Michael Penniman enrolled as a sophomore at the University of Iowa in the fall of 2016, after an accident had left him quadriplegic his freshmen year of college, four years prior. Due to the severity of the accident, he had to put his education on hold. While several home care organizations were made available to him, he was consistently disappointed and shocked at the level of care he was receiving. His scheduled visits were broken up into three shifts, and usually spanned up to six hours a day. These visits were intended to give him the support he needed to live on his own and finish his schooling. Visits consisted of stretching, bathing, dressing, eating and getting from points A to B. The first semester of school was a struggle as he was unable to receive basic care when employees missed shifts or neglected to show. The lack of organization with these providers posed a huge threat to his health. His coursework suffered and he had very little social interaction on campus. Penniman deserved adequate service, but he also wanted to maintain some sense of normalcy. He called on family friend Peter Easler (Iowa ’17) for support to help fill in the gaps between his home service visits. Easler gave his support, kept him company, and even took care of Penniman physically when his providers could not. When Iowa Home Care was forced to cancel their entire 50-hour care booking with Penniman due to understaffing, it was Easler and his Phi Psi brothers that assumed responsibility.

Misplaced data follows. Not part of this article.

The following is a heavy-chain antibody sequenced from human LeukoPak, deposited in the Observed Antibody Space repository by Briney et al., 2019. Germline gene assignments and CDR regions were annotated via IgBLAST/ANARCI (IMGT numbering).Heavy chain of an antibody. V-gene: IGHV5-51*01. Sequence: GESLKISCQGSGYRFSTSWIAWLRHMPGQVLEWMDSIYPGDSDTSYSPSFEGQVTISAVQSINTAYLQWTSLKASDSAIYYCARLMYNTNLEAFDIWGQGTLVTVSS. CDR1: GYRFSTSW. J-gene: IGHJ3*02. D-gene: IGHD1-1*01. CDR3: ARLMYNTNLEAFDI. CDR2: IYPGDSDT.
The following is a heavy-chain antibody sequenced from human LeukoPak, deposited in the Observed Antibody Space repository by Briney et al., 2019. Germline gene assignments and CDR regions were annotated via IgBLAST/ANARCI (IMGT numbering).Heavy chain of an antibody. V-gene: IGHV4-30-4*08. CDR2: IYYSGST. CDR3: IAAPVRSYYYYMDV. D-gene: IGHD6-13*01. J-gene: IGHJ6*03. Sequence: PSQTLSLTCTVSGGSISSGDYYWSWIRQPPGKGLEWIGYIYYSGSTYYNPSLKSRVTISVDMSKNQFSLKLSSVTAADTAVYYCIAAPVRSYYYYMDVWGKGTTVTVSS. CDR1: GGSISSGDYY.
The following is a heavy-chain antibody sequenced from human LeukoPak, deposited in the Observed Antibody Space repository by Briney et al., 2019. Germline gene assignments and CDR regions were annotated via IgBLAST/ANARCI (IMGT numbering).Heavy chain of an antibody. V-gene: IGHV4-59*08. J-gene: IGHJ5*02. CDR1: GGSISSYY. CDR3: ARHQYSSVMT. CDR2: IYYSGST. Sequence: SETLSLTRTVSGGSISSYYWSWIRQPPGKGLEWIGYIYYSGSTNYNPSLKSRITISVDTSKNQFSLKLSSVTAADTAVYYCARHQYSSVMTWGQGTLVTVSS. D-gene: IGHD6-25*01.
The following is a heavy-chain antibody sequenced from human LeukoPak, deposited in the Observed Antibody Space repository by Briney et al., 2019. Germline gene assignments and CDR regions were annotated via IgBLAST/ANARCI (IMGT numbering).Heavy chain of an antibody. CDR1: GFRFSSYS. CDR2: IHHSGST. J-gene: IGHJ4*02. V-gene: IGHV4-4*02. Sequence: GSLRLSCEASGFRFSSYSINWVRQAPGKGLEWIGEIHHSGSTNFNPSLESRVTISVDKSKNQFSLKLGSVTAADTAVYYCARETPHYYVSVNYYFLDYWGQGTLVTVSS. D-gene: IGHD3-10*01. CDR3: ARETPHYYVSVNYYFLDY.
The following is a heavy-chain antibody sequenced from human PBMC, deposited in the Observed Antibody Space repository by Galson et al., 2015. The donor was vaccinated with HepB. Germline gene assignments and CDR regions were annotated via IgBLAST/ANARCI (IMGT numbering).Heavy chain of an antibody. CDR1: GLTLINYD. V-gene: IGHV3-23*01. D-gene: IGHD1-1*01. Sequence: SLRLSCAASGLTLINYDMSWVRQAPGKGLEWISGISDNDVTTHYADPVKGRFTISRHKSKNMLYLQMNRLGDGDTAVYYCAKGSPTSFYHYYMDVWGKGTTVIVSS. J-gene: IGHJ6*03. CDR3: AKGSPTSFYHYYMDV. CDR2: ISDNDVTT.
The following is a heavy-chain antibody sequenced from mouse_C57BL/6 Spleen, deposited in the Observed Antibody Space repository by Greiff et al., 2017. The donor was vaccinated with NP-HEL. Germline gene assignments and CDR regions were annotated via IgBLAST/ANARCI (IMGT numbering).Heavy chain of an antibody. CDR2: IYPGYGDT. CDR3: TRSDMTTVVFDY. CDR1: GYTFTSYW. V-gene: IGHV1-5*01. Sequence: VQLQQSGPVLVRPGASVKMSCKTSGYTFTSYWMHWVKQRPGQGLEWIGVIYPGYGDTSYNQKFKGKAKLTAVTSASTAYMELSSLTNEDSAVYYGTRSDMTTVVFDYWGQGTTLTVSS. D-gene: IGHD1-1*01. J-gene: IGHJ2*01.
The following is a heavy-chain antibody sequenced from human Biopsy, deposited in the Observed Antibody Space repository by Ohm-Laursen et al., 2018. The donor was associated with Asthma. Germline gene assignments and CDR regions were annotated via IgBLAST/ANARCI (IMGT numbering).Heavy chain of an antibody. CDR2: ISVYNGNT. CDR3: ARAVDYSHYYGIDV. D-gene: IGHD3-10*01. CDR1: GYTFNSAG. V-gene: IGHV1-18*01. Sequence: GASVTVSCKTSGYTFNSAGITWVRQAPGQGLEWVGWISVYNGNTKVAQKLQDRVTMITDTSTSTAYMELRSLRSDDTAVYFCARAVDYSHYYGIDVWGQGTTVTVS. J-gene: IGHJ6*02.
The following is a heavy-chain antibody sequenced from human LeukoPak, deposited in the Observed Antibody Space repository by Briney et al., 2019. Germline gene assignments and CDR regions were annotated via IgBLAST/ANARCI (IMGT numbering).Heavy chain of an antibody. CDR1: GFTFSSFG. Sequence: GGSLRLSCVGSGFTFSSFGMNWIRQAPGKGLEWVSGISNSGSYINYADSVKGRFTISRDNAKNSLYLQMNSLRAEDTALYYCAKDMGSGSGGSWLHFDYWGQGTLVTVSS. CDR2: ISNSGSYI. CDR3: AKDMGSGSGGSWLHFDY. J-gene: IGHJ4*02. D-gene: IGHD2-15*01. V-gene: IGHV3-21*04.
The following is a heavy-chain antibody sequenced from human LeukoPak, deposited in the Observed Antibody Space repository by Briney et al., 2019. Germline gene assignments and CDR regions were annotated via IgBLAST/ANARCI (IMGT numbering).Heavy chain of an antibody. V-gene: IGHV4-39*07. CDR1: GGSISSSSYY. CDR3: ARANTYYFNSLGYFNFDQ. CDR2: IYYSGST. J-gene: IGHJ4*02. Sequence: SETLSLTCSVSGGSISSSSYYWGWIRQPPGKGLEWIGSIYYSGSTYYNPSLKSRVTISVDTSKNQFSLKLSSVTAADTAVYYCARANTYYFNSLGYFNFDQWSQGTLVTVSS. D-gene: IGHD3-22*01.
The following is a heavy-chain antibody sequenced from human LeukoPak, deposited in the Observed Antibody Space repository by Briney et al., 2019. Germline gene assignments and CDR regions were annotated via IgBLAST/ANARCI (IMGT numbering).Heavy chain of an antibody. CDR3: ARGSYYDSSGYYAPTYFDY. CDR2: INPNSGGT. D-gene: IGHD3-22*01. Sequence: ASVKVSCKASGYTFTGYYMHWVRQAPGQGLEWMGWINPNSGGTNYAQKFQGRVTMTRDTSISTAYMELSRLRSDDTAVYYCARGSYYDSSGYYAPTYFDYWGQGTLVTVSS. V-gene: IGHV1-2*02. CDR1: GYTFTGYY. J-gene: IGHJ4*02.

In the wake of the home care disaster, Penniman officially dropped his provider, and the idea for Students Care was born. Their team started off small as Easler got together with fellow pledge brother Jacob Newcomb (Iowa ‘17) to enlist four other students to help. Together, they successfully assisted Penniman in becoming better acclimated to life on campus while giving him the consistent care he needed. These were the first steps Students Care took to become a legitimate organization. Now a fully-functioning nonprofit, Students Care utilizes the availability of Medicaid waiver funds, which allow those with disabilities to hire their own care team rather than using state-funded home care. This gives more freedom to the clients. The Students Care initiative is still learning and growing while setting the foundation for making a difference in the lives of many students.
So what’s next for Students Care? Easler is currently developing a scheduling interface app that would allow employees and clients to plan efficiently for home care visits. The app would also allow for a large- scale expansion for other universities and communities to easily integrate. The prospective app will include not only scheduling for both parties, but community engagement involving social activities and medical support beyond shift scheduling.
The momentum for this movement is growing, and we proudly recognize our three Phi Psi members who have laid the groundwork for this life-changing organization. We can’t wait to see it flourish.